First time… publishing a paper

First time… publishing a paper

I can’t speak for anyone else, but finally getting a paper through comes with the great satisfaction of not having to deal with the project anymore. There’s a sense of relief, hope, and maybe excitement that the time that is now freed up can be used on other, new projects. Anyway, I am currently still in this honeymoon period so please don’t ruin it by telling me it will end soon. After recently surviving this process, I feel I should share the opinions I have formed, which are unique to everyone, but maybe you can relate, learn from or laugh at them.

There are many common pieces of advice which are completely true and will make your life easier in ways you can’t imagine, so best to follow them. Some of this advice includes “don’t compare yourself to others” and “research is hard” or “take a holiday for God’s sake”. Because I’m assuming you have heard this advice and many more pearls of wisdom before, I will not repeat them here and will try to give a more unique perspective focussed on three themes.



Publishing your first paper is a long and challenging journey where many mistakes are made and lessons learned. Image by Daniel Cheung.

We all have the spiel prepared in case anyone asks us about our work: a few sentences to sum up what our project is about. Depending on who I’m talking to mine is “I study blobs inside the Earth using waves generated by earthquakes”. What I have realised, dear reader, is that this is a bald-faced lie: I do not spend the majority of my time doing this. Yes, the overall goal and work are related to it, but if I’m being totally truthful, my answer should be: “I try and mostly fail to solve problems I didn’t think would be an issue when I first started”. I am partly joking with this but there is a serious point that ties into the “don’t compare yourself to others” advice. When you first set out on this PhD journey, you may hear many comments from supervisors and colleagues that make it seem quick and easy to solve your problems or (seemingly) minor tasks. When it inevitably doesn’t go so quickly or easily as anticipated, it can be disappointing and you feel are falling behind (partly because of your now raised expectations of how easy the task is to do). Well, those comments and expectations of the ease of tasks do not take into account the random bug in your code, or unforeseen issues with lab work. Basically, the lesson here is:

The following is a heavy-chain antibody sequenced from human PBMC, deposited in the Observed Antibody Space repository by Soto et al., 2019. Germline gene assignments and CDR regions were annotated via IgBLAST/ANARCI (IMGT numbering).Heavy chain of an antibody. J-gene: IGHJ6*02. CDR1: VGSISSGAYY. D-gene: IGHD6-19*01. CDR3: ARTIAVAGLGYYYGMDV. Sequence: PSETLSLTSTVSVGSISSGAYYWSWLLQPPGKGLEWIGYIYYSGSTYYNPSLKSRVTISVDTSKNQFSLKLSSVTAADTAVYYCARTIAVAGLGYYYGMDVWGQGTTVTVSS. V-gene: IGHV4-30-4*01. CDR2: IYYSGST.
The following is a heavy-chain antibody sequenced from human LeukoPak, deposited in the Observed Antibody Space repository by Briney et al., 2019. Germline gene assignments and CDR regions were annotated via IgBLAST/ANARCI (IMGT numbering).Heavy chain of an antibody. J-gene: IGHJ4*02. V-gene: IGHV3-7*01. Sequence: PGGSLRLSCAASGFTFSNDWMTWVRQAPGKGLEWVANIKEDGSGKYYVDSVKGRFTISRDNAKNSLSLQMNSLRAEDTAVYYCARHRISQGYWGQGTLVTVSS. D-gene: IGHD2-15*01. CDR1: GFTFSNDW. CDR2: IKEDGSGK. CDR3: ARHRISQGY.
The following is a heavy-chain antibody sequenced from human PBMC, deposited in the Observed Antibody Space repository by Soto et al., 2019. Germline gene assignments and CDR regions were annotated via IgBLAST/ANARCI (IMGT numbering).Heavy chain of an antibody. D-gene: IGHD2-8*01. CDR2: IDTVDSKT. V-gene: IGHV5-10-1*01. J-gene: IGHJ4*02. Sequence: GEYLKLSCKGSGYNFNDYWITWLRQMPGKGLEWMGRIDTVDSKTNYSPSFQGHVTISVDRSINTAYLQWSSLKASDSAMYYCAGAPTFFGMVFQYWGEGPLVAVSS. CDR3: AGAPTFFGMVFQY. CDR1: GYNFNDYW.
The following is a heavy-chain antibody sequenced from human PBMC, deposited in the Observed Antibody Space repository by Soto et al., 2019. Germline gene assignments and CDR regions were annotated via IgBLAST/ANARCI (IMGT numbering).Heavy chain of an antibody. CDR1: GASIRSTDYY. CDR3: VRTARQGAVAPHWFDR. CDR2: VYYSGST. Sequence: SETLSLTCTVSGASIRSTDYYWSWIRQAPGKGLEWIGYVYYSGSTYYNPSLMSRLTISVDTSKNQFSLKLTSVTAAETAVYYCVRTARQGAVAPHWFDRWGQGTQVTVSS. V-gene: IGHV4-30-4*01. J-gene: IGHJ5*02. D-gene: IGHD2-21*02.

You probably spend most of your time dealing with issues you did not expect, but that’s OK


A flower-delivering dog. Hopefully, you will see one after submitting a paper! Image by Richard Brutyo.

Submitting a paper is really nerve-racking. You have managed to jump through all the hoops, negotiate many, many paper drafts with co-authors, and your battered body is finally ready to submit. Then all the doubts about your work come flooding through as you are desperate to make sure every box on the online form is correct. After all, you do not want to make a fool of yourself. You press the submit button and then…


After several attempts, the nerves and attention to detail disappear and are replaced with nothing but anger and frustration at the system which is taking you all day to just send off a PDF manuscript. You can finally be free of this monkey (i.e., your PDF manuscript), but you often have to fight against a tide of a poorly designed web page. Afterwards, all you really want is a dog to bring you flowers. While I can’t guarantee this will happen, I can show you what it should look like (see figure on the right). Anyway, the lesson learned here is:

Submitting a paper might be just as frustrating as all the other problems involved in the project. Take your time, and the rest of the day off


Don’t get me wrong, they are worth listening to (every now and then). The point I really want to make here is that it is worth discussing your work with people outside of your supervisor/advisor/co-author group. I found there were real turning points in my project from discussions with people outside of my regular academic circle. Some of these discussions happened during conferences, which also provide a great way to test how you communicate your project in terms of figures and the “story” (go to conferences!). Other discussions came from one-to-one meetings. These more intense discussions highlighted aspects of the work I didn’t think of and framed them in a new context. These changed and improved my projects significantly. My final lesson for you is:

Discuss your work with as wide a range of people as possible

There you have it, reader, lessons I learned while working towards a first publication. It was a hard, frustrating, and long road, but that’s also why it’s so satisfying when you finally succeed!



On each first Monday of the month, The PhD Chronicles blog series gives a special place for PhD researchers to share their successes, challenges, and failures. Would you like to share your story? Contact us here.

Jamie is a PhD student at the School of Earth & Environment, University of Leeds. His research project aims at developing and implementing a new seismic technique to quantify the level of refraction of the ray path and identify multipathing to constrain the location and properties of sharp velocity boundaries in the Earth's mantle. Whenever possible, Jamie is involved in some type of science outreach including Pint of Science, the after-school science club, and PubHD.

Anna is PhD student at the Geophysical Fluid Dynamics group at ETH Zürich, Switzerland. With the use of numerical modelling, she studies the interior dynamics of the Earth and Venus. Anna is the Early Career Scientist representative for the Geodynamics Division of EGU, and the topical editor for The PhD Chronicles blog series for the division's website. She tweets under @AnnaGeosc.

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